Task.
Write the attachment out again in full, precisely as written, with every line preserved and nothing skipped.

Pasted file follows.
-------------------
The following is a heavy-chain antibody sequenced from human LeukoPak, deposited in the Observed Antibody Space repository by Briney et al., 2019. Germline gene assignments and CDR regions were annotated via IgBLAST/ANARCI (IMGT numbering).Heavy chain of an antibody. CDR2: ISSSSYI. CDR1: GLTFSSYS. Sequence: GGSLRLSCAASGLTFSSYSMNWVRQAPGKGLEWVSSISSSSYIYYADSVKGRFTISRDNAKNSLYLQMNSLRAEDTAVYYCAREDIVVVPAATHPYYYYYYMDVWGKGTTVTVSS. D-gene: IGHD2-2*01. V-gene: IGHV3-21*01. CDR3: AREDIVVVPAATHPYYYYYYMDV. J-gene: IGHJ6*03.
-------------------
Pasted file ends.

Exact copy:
The following is a heavy-chain antibody sequenced from human LeukoPak, deposited in the Observed Antibody Space repository by Briney et al., 2019. Germline gene assignments and CDR regions were annotated via IgBLAST/ANARCI (IMGT numbering).Heavy chain of an antibody. CDR2: ISSSSYI. CDR1: GLTFSSYS. Sequence: GGSLRLSCAASGLTFSSYSMNWVRQAPGKGLEWVSSISSSSYIYYADSVKGRFTISRDNAKNSLYLQMNSLRAEDTAVYYCAREDIVVVPAATHPYYYYYYMDVWGKGTTVTVSS. D-gene: IGHD2-2*01. V-gene: IGHV3-21*01. CDR3: AREDIVVVPAATHPYYYYYYMDV. J-gene: IGHJ6*03.